With the passing of John Paul II occurred there has emerged an avalanche of praise for the pontiff from almost every facet of evangelicalism for his culture of life convictions. I do understand, as a Christian, that under God’s common grace we can thank the Lord for anyone in society who favors the family, protects unborn children, stands up for the right to life for the elderly and mentally handicapped, battles Communism and desires to uphold morality (what a difference from Barack Obama's liberal agenda). We all can agree with those things—Christian or not. But as good as those things are in terms of human dignity, rights and civility, none of those things define nor support rightly the gospel of Jesus Christ. I.e. someone may be a good moral person by human standards, a religious leader of sorts, but have no hope of eternal life because of rejecting the true gospel of grace. As the Apostle has said, “all have sinned and fall short of the glory of God;” and that “by the works of the law no flesh shall be justified.”
In today’s politically correct climate, evangelical leaders have capitulated “to the new social gospel” of moral values and neo-conservative political convictions. It is the now acceptable common ground for “ministry” to the culture (work together at all costs as long as there is solidarity on an agreed upon cultural malady in need of reform), but yielding fruit not worthy of the gospel. Temporal urgencies have eclipsed the eternal importance of men’s souls. Political capital is the new currency that evangelicals are craving to earn, inherit, lottery, and spend.
Embracing John Paul’s “Gospel of Life” is fine humanitarily, but it now seems to be the new qualifier for the genuine Gospel of Jesus Christ. Question for you: has political activism become the new common ground to which evangelicals are willing to ignore blatant differences on the gospel and become unequally yoked with unbelievers in fighting the culture wars that clearly have denied salvation by grace through faith in Christ alone? I call this sea change, “The New ECT – The Evangelical Culture of Tolerance.”
To further illustrate the point, could you imagine Martin Luther under the reign of Pope Leo X saying,
“I know that an edict has been issued against me for burning the Papal Bull calling for my excommunication and execution; but listen, the Pope is such a nice man who stands for family values and a culture of life.”This is unthinkable! Our Lord Jesus Christ, the Apostle Paul and the other apostles would have never entertained such frivolous thinking.
On October 16, 1555, Hugh Latimer and Nicholas Ridley were being burned at the stake under the ruthless hand of “Bloody Mary” because of their failure to affirm the heretical doctrine of transubstantiation (the false Romanist teaching that claims the communion wafer and the wine actually turn into the physical body and blood of Christ.) When the flames became intense and much of their lower extremities had been burned away, Ridley began to scream for mercy. Latimer, also in tremendous pain, called out to his friend and said these now infamous words, “Mr. Ridley, play the man; for today we begin to live as Christians. May we ignite a flame that will spread throughout all of England that can never be quenched.”
When will some of our most popular and well respected evangelical leaders “play the man.” We need to say to them in undiminished tones, “Play the man; follow Christ; the cross waves higher than the flag; today let’s begin to live as Christians; let’s ignite a flame that will sweep through America and never be burned out; let’s not love our lives even unto death; PLAY THE MAN!”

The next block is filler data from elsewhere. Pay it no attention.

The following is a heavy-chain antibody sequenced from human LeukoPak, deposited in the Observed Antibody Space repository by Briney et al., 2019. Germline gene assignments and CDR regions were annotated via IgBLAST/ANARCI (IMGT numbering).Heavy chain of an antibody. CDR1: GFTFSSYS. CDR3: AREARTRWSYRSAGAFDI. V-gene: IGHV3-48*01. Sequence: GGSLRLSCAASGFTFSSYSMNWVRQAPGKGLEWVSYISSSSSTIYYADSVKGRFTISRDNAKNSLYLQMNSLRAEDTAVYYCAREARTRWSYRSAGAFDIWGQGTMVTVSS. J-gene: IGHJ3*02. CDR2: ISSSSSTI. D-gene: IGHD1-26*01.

Here are some of the disappointing statements made by some of our most popular and listened to leadership in Christianity. They don’t speak for me any longer… do they speak for you?
The Cooperative Baptist Fellowship:
“As Baptist Christians we give thanks to God for the life and legacy of Pope John Paul II. His devotion to Jesus Christ has inspired and challenged multitudes....In this hour of loss, those of us in the Cooperative Baptist Fellowship offer our prayers for our sisters and brothers in the Catholic Church. We also offer our hand of Christian fellowship in serving Christ’s Kingdom.”
Pat Robertson (CBN Founder and 700 Club Host):
"I am deeply grieved as a great man passes from this world to his much deserved eternal reward. John Paul II has been the most beloved religious leader of our age – far surpassing in popular admiration the leader of any faith. He has been a man of great warmth, profound understanding, deep spirituality, and indefatigable vigor... He has been a steady bridge in the transition of Eastern Europe from communism to freedom. His personal magnetism brought together all Christians in new bonds of understanding. I pray for the Cardinals of the Catholic Church that they might have God-given wisdom in selecting the successor to this great man. Their task will not be easy, but with God all things are possible."
"It was my privilege to meet with him at the Vatican on various occasions, and I will always remember his personal warmth to me and his deep interest in our ministry. In his own way, he saw himself as an evangelist, traveling far more than any other Pope to rally the faithful and call non-believers to commitment. He was convinced that the complex problems of our world are ultimately moral and spiritual in nature, and only Christ can set us free from the shackles of sin and greed and violence. His courage and perseverance in the face of advancing age and illness were an inspiration to millions - including me. Pope John Paul II is 'the world's greatest evangelist. I've found that my beliefs are essentially the same as those of orthodox Roman Catholics."
“The world, and not just the Catholic world, has lost a leader and a servant like few it has ever seen. Pope John Paul II modeled faith, courage and forgiveness."
Wheaton College's Former Professor, Mark Noll (who now teaches at Notre Dame):
“evangelicals had doctrinal differences with John Paul II, like the pope's Marian devotion. But the pope's theology as articulated in his encyclicals and pronouncements were deep and biblical. People who've taken the time to read these should come away impressed with his classically orthodox Christian stance."